O'Connor says that a lot of the bad news was about what Cordea Savills was expecting to happen in the near future, so that investors were given prior warning of falling asset values rather than discovering them retrospectively. He says this was difficult in the short term, because no one likes to be the bearer of bad news - especially when other fund managers were not being so pessimistic, but in the end it had its rewards in the form of investor trust.
The downturn has also highlighted the importance of alignment of interests, and also the deficiencies of existing methods of maintaining it. He says that incentivising fund management teams with carried interest schemes is effective during rising markets, but what was missing from the equation was some kind of "retention mechanism" or "hurt money" that would help prevent individuals from disbanding when it is clear there is no longer scope to earn performance fees.
"Fine, you hurt the entity, but if you've got nothing really tying in the team, the team could walk away," he says. "I think that happened a lot, particularly with the opportunist funds. So I think investors are now saying, ‘well, what are the individuals actually putting in here in terms of their own hurt money, so they'll actually stick around to try to preserve as much of their capital as possible if things go wrong?'"
Feri EuroRating Services
"We have all experienced the downturn and everyone has lost some money or some performance - there is no doubt about that - but investors love managers who communicate directly and transparently and give a true picture about the investments quickly," says Wolfgang Kubatzki, head of real estate at Feri EuroRating Services.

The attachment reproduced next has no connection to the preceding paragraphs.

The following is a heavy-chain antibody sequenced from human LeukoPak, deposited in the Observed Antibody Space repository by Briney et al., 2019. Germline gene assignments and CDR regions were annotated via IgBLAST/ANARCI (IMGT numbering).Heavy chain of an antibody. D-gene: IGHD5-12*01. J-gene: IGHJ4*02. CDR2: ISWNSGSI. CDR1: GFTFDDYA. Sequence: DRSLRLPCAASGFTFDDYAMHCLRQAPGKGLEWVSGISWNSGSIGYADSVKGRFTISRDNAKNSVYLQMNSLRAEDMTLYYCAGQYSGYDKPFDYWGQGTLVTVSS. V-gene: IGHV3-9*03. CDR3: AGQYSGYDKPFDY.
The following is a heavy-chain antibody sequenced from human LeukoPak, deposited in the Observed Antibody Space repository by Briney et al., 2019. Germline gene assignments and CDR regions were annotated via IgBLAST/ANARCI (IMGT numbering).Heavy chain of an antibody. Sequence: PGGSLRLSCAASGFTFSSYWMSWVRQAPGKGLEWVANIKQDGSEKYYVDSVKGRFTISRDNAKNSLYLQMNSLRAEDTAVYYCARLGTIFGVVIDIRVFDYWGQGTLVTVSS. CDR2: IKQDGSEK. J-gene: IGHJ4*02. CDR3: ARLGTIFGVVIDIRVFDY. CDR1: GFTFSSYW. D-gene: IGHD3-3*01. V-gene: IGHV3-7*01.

Kubatzki says he can speak on behalf of German, Austrian and Swiss investors when he explains that customer relationship management is very important. "Often managers underestimate the importance of communication, of customer relation services between managers and investors," he says.
He says the approach where managers use their reputation to effectively say, ‘give me your money, and you can hope you get something back', will no longer be accepted by investors. "Investors want to rely on their managers. If someone is very successful on this topic then investors will trust him and will come back by making commitments to new funds," he says.
Fund of funds managers have a dual role of communicating openly and effectively to their investors, while also demanding the same from their underlying fund managers. Kubatzki says it is important that managers can show that they are very close to the fund managers at the level below, but it is also important that they can relay information from underlying funds quickly and analyse all the information for the investor.